photo courtesy of Atlanta Magazine.
In the early 1970’s Atlanta’s metro population was around 2 million people. Before the Olympics in 1996 it had risen to roughly 3 million. After the Olympics in 1997, the population had increased to 4,458,253 in twelve months! The world got a glimpse of the sleeper city in the trees and it came storming the gates. For several years after, suburban counties such as Gwinnett and Fayette were named the fastest growing in the country. There was a huge building boom and what were once considered tiny country towns became part of the megaplex we now refer to as Atlanta. There was a mass migration from Northern states such as New York and Pennsylvania to the South. The population grew outward with homeowners purchasing farther and farther away from the city center. “Drive ’till you qualify” was the motto of many. Yet that was only part of the story.
photo courtesy of InPark Magazine
Something else began to happen after the Olympics. The city of Atlanta and close-in cities such as Decatur were rediscovered. Many who lived in the suburbs decided they had enough with the traffic and moved in. Renovators began to flip houses. Pricing Intown began to rise dramatically. Younger homeowners came in to restore neglected neighborhoods that had turned to mostly rentals. They saw the charm in the historic properties and added the modern flair they liked in the new construction homes. They supported the local schools by putting their children in them. In the late 1990’s the Atlanta Journal had a headline declaring Reverse White Flight. The face of the city had begun to change again.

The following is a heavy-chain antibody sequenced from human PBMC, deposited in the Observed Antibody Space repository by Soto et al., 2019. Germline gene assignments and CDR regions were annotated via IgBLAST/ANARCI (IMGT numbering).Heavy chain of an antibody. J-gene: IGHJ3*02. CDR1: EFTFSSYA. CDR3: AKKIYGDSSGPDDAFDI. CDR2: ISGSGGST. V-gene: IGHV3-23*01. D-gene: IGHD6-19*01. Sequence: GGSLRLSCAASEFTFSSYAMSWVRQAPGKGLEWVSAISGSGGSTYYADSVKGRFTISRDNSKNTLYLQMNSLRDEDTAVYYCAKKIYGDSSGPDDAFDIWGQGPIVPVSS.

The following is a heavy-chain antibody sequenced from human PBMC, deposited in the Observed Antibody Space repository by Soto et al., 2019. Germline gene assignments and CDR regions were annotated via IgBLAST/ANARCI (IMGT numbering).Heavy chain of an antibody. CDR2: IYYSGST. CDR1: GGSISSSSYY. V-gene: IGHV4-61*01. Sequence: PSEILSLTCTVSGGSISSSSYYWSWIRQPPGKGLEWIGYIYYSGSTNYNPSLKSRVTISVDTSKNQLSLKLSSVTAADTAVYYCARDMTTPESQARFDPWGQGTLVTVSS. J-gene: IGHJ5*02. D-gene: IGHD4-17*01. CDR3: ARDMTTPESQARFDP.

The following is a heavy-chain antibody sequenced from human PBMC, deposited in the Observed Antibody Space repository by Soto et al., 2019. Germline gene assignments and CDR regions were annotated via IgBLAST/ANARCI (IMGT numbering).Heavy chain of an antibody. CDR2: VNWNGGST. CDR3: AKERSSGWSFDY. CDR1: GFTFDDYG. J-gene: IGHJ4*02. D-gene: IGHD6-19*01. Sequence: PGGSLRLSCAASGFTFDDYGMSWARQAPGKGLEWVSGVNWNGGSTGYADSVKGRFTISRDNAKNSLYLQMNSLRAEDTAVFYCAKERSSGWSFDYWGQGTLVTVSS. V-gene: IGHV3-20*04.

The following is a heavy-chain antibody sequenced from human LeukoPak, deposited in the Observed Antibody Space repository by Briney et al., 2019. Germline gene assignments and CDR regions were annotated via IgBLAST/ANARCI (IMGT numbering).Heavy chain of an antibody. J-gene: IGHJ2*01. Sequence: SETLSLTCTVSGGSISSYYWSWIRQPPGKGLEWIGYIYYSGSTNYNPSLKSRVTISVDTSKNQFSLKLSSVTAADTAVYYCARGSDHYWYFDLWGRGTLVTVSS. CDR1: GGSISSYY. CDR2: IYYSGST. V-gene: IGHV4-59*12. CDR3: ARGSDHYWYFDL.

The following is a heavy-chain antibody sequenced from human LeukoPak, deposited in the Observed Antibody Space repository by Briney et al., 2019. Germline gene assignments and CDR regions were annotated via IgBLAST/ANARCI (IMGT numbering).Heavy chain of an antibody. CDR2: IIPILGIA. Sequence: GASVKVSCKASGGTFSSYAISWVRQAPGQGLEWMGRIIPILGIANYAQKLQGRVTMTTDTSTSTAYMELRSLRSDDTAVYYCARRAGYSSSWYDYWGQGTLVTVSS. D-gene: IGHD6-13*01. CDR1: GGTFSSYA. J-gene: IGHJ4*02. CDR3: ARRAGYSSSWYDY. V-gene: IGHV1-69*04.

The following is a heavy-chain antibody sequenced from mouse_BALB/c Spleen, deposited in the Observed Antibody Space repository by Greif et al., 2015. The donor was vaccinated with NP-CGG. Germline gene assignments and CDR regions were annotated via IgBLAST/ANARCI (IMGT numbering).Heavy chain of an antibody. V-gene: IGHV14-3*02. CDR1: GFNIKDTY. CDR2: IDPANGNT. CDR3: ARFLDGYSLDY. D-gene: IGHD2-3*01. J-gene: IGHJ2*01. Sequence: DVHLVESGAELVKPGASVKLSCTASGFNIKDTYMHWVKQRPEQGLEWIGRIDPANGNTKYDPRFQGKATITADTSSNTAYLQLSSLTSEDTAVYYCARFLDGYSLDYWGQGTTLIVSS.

Oakhurst neighborhood of Decatur. Photo courtesy of Wikipedia.
September 11, 2001 brought uncertainty to the entire nation. For the busiest airport in the world, Atlanta found itself in eerie silence as the flight ban took away the twinkling “stars” from the night sky. In general, the city recovered rather quickly once the planes began to fly again. Lower interest rates kept the housing market moving and Atlanta saw a boom through 2007. The population continued to rise and more and more neighborhoods found themselves in the center of rejuvenation. With this came the concern of Gentrification. Older residents and those in lower income brackets feared being priced out of Intown neighborhoods due to higher taxes. Businesses changed hands. What was once the neighborhood barber shop became a bakery for pet treats. It had never been easier to purchase a home. Jokes were made that if you could fog a mirror, you could buy. Homeowners reached beyond their means with loans that went up to 120% of value.
It was High Times until it wasn’t. Next month we’ll look at one of the darkest times in real estate history… the crash.